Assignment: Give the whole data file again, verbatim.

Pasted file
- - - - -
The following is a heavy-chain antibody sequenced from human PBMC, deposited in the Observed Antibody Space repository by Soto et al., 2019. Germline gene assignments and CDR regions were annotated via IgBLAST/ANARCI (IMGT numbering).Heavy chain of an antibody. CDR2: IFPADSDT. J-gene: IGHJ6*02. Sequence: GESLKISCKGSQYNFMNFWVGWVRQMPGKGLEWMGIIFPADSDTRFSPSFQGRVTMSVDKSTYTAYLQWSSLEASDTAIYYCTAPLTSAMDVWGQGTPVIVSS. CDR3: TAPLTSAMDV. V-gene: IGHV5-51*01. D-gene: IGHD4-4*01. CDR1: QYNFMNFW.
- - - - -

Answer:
The following is a heavy-chain antibody sequenced from human PBMC, deposited in the Observed Antibody Space repository by Soto et al., 2019. Germline gene assignments and CDR regions were annotated via IgBLAST/ANARCI (IMGT numbering).Heavy chain of an antibody. CDR2: IFPADSDT. J-gene: IGHJ6*02. Sequence: GESLKISCKGSQYNFMNFWVGWVRQMPGKGLEWMGIIFPADSDTRFSPSFQGRVTMSVDKSTYTAYLQWSSLEASDTAIYYCTAPLTSAMDVWGQGTPVIVSS. CDR3: TAPLTSAMDV. V-gene: IGHV5-51*01. D-gene: IGHD4-4*01. CDR1: QYNFMNFW.